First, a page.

Most law students are encouraged to do placements during their studies. While getting academic qualifications is essential in gaining a career in law, you also need practical, hands on experience. Many law firms offer placements for students and graduates, but they tend to be competitive. So, if you’ve managed to get a placement you’ve done well.
However, you might be feeling a little worried about your first law placement. Here are 5 things to know before you get there.
The area of law
First things first, you probably know that there are plenty of different areas in the legal sector. What does this law firm practice in? It’s key to know this and do a little research before you start your placement. Brush up on the type of law they deal with and make sure you feel confident in your knowledge. Don’t forget that different states have different laws too, so if you don’t know about the laws in Texas with regard to drug testing, for example, then you’ll need to do your research.
Who will you be working with? Chances are there’ll be some important figures in your new office. Make sure you learn their names and faces in advance. Don’t forget that this placement could open doors for you, so you’ll need to be on your best behavior. You don’t want to accidentally offend one of the partners.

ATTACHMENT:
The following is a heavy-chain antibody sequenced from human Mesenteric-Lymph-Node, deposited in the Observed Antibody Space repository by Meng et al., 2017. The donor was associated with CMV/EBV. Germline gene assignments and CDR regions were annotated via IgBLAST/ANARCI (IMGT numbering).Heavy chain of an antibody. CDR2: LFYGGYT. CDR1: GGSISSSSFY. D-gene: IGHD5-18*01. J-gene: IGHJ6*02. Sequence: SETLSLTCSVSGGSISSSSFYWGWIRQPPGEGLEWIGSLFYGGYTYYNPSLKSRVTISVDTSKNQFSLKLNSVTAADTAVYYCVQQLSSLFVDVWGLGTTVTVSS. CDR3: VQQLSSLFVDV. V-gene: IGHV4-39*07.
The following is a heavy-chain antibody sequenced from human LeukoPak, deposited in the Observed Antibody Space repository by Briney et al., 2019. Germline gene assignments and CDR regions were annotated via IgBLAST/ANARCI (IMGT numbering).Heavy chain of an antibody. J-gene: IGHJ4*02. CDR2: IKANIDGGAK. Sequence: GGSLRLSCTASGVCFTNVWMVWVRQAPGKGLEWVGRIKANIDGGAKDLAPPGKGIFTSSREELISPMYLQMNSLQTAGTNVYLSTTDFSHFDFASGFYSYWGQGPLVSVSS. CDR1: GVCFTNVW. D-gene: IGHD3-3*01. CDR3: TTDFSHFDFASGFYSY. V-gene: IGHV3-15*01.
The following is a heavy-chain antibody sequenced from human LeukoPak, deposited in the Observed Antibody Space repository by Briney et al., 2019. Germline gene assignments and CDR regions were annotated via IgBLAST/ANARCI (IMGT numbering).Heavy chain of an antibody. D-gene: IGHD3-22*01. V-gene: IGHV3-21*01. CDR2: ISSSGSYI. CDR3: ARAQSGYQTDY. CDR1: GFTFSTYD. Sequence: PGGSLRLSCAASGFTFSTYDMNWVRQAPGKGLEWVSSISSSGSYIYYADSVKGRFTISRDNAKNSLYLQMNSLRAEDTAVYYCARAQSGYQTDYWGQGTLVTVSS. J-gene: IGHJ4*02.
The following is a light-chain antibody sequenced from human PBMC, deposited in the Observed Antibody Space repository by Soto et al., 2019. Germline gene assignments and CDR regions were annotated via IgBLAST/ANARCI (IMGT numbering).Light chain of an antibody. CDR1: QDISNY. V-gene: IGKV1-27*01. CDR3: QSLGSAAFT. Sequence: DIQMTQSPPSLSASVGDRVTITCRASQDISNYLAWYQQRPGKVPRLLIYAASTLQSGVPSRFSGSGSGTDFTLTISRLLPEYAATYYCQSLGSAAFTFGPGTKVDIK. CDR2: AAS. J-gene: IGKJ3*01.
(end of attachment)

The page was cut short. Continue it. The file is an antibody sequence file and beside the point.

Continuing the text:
The dress code
Most law firms have smart dress codes. This means nothing too casual or revealing like denim, spaghetti straps or flip flops. You should also avoid excessive jewelry and slogans. Generally, your best bet is smart shoes like brogues or loafers, professional trousers and a shirt or blouse. Don’t forget to iron everything beforehand and make sure the clothes fit right. You won’t impress in a shirt that swamps you.
Most lawyers work long hours, which might mean that you might, too. You’ll probably be told your hours, but expected to stay late on certain occasions. While you might have dinner plans or feel tired after the long day but you’ll impress your colleagues if you’re willing to be a little flexible. Just make sure that you’re staying late because you want to help – not because you’re running behind.
You might be worried about what’s expected of your during your placement. Will the work be too difficult? Will you make a fool out of yourself by doing something wrong? Generally, you’ll be doing the basics. This will mean administration duties and making tea and coffee. If you play your cards right, you might be able to gradually take on some more responsibilities. Go in with the expectation to work hard and win them over.